JewishGen Discussion Group #JewishGen Searching for a SALING ancestor #general


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In a message dated 5/22/2006 11:55:52 P.M. Eastern Standard Time,
rdwelchjp@... writes:
< Some years ago my grandmother mentioned to my father that
she had some Jewish heritage in her family. This had not
been known to us but my father didn't inquire in detail
about it at the time. She died shortly afterward (she was
in her 90s) and there are no other living family members
to ask that we know. We are wondering how we might go
about researching such a connection for genealogical
purposes.

< I'm not prepared with names and dates, unfortunately, at
this very moment but my initial question is pretty
general. In looking at her immediate family tree, nothing
jumps out at me as looking like an obvious Jewish surname
so it's hard to know where to start.

< Her mother's maiden surname was Saling and I have seen
this mentioned as a possible Jewish surname on some name
origin lists. I have poked around in the FAQ and found
some references to surnames books but I didn't really see
anything pertaining to my overall question.

==SALING is mentioned as a German Jewish surname
in the Dictionary of German Jewish Surnames by Lars Menk.
Avotaynu, 2005. You may find it at genealogical libraries. It's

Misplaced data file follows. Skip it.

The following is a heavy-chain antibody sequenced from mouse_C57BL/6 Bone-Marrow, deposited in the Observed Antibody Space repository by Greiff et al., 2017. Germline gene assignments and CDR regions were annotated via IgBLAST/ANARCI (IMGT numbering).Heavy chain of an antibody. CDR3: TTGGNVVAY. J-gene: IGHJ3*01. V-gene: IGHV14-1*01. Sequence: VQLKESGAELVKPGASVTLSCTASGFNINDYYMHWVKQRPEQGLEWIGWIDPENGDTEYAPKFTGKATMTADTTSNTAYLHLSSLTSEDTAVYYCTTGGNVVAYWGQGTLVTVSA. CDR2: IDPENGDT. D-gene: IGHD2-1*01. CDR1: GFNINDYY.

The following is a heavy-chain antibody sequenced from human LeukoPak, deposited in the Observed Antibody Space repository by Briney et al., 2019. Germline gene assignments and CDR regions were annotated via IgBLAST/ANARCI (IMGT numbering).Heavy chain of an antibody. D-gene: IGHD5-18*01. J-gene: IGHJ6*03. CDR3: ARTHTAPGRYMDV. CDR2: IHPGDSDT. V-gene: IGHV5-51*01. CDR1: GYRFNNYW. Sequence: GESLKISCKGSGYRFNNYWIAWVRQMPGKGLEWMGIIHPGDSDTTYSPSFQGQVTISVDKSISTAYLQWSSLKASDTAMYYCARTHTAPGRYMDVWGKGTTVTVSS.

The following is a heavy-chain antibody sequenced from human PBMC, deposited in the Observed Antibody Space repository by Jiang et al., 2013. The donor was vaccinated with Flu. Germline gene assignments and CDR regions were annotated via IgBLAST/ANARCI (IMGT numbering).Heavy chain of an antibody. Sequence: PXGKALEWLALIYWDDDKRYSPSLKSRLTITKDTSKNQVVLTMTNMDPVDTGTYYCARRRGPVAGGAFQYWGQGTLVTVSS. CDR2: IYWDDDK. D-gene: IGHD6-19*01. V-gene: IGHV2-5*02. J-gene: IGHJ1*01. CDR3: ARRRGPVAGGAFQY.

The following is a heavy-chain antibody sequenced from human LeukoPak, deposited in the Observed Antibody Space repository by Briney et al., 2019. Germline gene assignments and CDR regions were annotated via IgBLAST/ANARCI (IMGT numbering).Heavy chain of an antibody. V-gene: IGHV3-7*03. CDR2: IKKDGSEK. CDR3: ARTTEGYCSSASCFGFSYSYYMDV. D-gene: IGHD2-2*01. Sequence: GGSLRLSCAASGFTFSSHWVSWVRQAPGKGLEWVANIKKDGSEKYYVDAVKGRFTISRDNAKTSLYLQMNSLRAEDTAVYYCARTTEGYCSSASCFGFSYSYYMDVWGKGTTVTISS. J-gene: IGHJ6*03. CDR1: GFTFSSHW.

a *big* book and expensive

==Menk traces most appearances back to 1808 and Flatow, Fla.
I hunted for the town in my atlas and realized later that this is
Flatow in what was once Poland, in a district know as Flatow.

==The SALINGER name is more common. Menk says this is generally
derived >from a patronymic Selig or Salomon. Selig is a name
associated with a number of Jewish/Hebrew names; when you
get to that point post a question here "With what Hebrew or Jewish
name is Selig usually associated?" Salomon is a variant on
Solomon (Shlomo in Hebrew).

I have a family of 12 SALINGERs loosely dangling >from my tree.
They married into the FRENSDORF family that is almost certainly
related to me. They settled in the Middle West. The earliest
birth dayte I have is Isadore S. in 1880 but some may be earlier.

By about 1900, most of these American Salingers had intermarried
and their children were no longer Jewish. So you might be my long-
lost cousin. Send me your list of SALINGs and I'll check out if they
match mine.

Keep active in our List. Good people here, some very helpful, some
very knowledgable. You'll soon start picking up useful leads.

Michael Bernet, New York

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